Persona 5 Strikers Review: Exceeding Expectations

Last February Atlus and Tecmo Koei released the latest spinoff of the Persona franchise: Persona 5 Strikers, combining the Musou gameplay of the Dynasty Warriors franchise and the world of Persona 5. As someone who is a huge fan of both these franchises, I was very pessimistic about this game. A long stream of Warriors spinoffs without anything from either mainline Warriors series made me very bitter towards Koei’s business practices. However after the fantastic release of Samurai Warriors 5 a few months ago I decided to suck up my pride and give Strikers a shot.

This turned out to be an incredibly good decision on my part, Persona 5 Strikers not only blew my admittedly low expectations out of the water right out of the gate, but as the game went on I kept raising those expectations higher and it kept meeting them. 

Judging this game on my usual Musou rating scale on three factors; base gameplay (the movesets, level design), the roster (Is it a good representation of the cast), and mid-stage storytelling ability is all but impossible for this game, as this is the most nontraditional Koei developed Musou we have gotten in years. This game doesn’t contain traditional Musou stages. You are not thrown into a field of war and given objectives that require you to run around the stage as the story plays out. Instead battles are encountered just like they were in the original Persona 5 RPG and last a short amount of time, often containing only a few enemies.

This one change turns the entire game on its head. Because of how few enemies there are, the difficulty has been raised. A complaint that has been rising among the older generation of Dynasty Warriors fans is how as time has moved on the franchise’s difficulty has become incredibly easy and how they wish the franchise would revert to its PS2 and early PS3 era difficulty. Persona 5 Strikers does just that, at many points throughout the game on normal difficulty I either died or came close to dying, boss fights were especially a test of endurance as I needed to either use most of my healing items or dodge to the best of my ability.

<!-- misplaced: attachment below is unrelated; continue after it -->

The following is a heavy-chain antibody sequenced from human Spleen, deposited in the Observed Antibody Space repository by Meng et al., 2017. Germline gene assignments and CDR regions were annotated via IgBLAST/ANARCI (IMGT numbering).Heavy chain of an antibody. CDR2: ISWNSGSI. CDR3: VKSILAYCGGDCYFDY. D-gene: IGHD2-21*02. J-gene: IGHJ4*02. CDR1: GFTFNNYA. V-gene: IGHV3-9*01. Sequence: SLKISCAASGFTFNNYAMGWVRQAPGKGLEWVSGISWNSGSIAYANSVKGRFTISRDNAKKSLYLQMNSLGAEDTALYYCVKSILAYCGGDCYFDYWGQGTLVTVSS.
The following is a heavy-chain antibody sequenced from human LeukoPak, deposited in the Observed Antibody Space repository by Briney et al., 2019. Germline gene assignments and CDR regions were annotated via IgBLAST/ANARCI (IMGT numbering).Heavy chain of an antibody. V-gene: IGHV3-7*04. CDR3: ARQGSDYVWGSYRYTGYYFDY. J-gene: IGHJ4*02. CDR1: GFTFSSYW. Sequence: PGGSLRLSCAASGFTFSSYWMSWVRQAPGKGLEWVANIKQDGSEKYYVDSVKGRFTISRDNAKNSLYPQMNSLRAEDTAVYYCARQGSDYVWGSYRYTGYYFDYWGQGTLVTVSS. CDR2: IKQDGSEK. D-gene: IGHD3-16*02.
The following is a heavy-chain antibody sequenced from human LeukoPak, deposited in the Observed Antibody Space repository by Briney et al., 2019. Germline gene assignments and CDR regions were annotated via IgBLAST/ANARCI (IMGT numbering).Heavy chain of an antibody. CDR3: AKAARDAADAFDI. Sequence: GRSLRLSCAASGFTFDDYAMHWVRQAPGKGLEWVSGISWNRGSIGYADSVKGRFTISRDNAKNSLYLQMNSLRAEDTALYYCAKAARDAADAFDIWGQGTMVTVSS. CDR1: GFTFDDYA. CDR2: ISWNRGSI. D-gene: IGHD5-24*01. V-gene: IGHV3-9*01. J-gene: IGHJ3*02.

Exploiting enemy’s elemental weaknesses is as pivotal to winning battles here as in a normal Persona game, which brings me to the Party. Rosters are an important part of Musou games, they often get judged on their size, but a much more important factor to judge them on, especially for spinoffs, is if that roster is a good representation of the series. In terms of cast Persona 5 Strikers had its work made easy, as Persona 5 already set up a roster for it. Every single member of the Phantom Thieves (sans Akechi) and two newcomers are playable, each character has a unique moveset as expected from a Musou cast. However, a surprising difference between all of them is how they all have their own unique gimmick, such as Ryuji needing you to hold the triangle button to charge his specials or newcomer Zenkichi inflicting himself with an HP drain in exchange for increased attack and attack range. These gimmicks make playing as each character a different experience and add variety to many battles.

Palaces are structured as they were in Persona 5, where you can either sneak up on enemies to ambush them or they catch you and have a few free seconds to attack you as you’re stunned. Since the game doesn’t have the calendar system of the mainline Persona games retreating from the dungeon early doesn’t have any negative consequences, so feel free to recharge your SP that way. Me and a few friends were confused about this at first since the mainline Persona games had conditioned us to stay in dungeons as long as possible even when our SP has run out. However that is not the way Strikers is designed to be played. SP is very scarce, even more so than the main games, and that lack of SP leads to you having very low health quickly. The game’s design doesn’t want you to charge head on into battles, you’re expected to take a tactical retreat at every other save point to regain your health and SP and then keep continuing the palace in short bursts.